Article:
Yeah, I posted a picture of you already leaving for Ghana on my blog. But talk about changes in hometown architecture. I left Alexandria, VA in 1980 for Michigan and then to Florida in 1986. In 1993 I returned to my roots only to see an unbelievable change in the old towne section. I was delighted they kept to the colonial style and colors but the cost of these brick Jeffersonian townhomes ranged upwards in the millions. In 1965 I recall driving my Mother to a friends townhouse bridal store where she lived upstairs with her Mom and ran the shop during the day. It was torn down when I examined the tax records. She sold out for $660,000 more money that family would have seen in three generations of bridal business. I am betting they live somewhere here in Florida.

    • katry Says:

      Z&Me,
      I love that picture, but I can only hope I am a bit more conservative in my packing. I think my electronics will take up most of the space: my two cameras (the little one is a backup), their battery rechargers, the iPod and the iPad plus the international recharger for them both.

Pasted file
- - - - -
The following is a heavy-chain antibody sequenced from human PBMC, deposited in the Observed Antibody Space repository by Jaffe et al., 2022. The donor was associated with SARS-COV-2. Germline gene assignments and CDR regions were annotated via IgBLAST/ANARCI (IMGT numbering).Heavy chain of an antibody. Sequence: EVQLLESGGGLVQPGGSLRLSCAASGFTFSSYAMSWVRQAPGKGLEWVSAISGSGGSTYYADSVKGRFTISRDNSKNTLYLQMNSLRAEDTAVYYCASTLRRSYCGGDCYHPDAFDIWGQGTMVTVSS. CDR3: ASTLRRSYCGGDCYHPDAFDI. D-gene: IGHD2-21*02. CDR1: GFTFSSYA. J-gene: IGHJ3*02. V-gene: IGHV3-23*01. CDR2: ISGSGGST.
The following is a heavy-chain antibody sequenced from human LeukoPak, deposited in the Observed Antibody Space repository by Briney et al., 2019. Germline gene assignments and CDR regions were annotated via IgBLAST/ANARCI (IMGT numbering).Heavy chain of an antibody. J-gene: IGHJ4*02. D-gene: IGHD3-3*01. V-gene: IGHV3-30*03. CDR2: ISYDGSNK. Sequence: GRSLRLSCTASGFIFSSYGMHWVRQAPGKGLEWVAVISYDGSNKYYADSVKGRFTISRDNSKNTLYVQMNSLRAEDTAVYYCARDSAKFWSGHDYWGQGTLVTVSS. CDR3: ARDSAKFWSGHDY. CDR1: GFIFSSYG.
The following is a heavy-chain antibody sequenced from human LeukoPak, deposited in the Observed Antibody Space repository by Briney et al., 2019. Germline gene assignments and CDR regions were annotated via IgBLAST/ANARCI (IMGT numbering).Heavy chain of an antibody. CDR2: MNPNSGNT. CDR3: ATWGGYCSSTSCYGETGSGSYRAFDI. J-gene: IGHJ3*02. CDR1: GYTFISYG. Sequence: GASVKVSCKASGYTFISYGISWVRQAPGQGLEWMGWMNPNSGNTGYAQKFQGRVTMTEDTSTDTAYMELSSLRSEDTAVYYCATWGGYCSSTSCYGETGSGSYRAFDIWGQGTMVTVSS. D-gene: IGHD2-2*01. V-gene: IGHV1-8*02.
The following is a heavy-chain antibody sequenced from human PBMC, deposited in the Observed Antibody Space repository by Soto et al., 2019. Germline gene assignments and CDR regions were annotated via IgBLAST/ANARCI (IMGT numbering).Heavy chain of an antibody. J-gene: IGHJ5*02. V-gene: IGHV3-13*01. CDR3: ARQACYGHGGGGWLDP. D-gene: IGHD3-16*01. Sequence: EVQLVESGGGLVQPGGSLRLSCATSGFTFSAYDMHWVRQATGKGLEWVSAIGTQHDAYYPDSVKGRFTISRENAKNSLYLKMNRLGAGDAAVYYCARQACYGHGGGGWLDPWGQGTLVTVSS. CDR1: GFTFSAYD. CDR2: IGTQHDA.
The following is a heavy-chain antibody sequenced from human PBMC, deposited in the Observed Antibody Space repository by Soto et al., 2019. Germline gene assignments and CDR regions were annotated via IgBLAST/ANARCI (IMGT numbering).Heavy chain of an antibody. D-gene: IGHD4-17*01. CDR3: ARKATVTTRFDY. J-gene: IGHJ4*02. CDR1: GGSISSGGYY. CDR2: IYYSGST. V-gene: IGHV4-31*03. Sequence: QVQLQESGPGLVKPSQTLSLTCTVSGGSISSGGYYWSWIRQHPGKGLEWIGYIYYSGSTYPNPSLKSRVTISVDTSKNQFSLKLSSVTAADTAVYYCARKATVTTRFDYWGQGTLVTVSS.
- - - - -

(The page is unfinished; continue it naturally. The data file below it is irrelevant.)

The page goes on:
I’m keeping clothes to a minimum as I figure I can have them washed for little money. We even had that done during training and then we were only getting a cedi (about a buck) a day.

      People like the stateliness of older buildings.

      This is by no means in that category but I can sell it for megabucks compared to what I paid, including the recent upgrades.

  4. Caryn Says:

    Hi Kat,
    Our downtown has changed a lot, too, since I was a kid. We lost some stuff to fires and a few things have become something else. The Woolworth’s is long gone, of course, as is Grant’s. The First National and The A&P have gone and their spaces have been divided up into other things. We had a Kennedy’s butter and egg store with the pickle barrels and the peanut butter grinder and coffee grinders. Gone. One of the corner drugstores is still around and still an independent. I don’t know how they manage because we also have the two drug lords in town (Walgreens and CVS :-)). The diners are all gone but there are some good restaurants that have come in. A few Thai places, some sushi places, lots of good Italian places. Sometimes change is good.
    Only 4 weeks left to go. I bet you’re not excited at all. 😉 It’ll go by quickly and then you will be in OMG! only one week to get everything together stage.